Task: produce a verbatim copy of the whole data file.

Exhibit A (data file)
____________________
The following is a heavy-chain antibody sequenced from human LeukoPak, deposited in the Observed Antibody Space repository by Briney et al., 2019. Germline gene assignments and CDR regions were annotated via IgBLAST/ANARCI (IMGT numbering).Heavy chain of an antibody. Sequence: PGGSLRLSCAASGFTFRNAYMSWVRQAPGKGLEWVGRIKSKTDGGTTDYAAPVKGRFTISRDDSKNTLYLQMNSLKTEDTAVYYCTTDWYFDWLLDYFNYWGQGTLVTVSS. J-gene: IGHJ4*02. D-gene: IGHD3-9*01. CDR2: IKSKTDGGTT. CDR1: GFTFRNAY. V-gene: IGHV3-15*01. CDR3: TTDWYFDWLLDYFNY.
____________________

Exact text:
The following is a heavy-chain antibody sequenced from human LeukoPak, deposited in the Observed Antibody Space repository by Briney et al., 2019. Germline gene assignments and CDR regions were annotated via IgBLAST/ANARCI (IMGT numbering).Heavy chain of an antibody. Sequence: PGGSLRLSCAASGFTFRNAYMSWVRQAPGKGLEWVGRIKSKTDGGTTDYAAPVKGRFTISRDDSKNTLYLQMNSLKTEDTAVYYCTTDWYFDWLLDYFNYWGQGTLVTVSS. J-gene: IGHJ4*02. D-gene: IGHD3-9*01. CDR2: IKSKTDGGTT. CDR1: GFTFRNAY. V-gene: IGHV3-15*01. CDR3: TTDWYFDWLLDYFNY.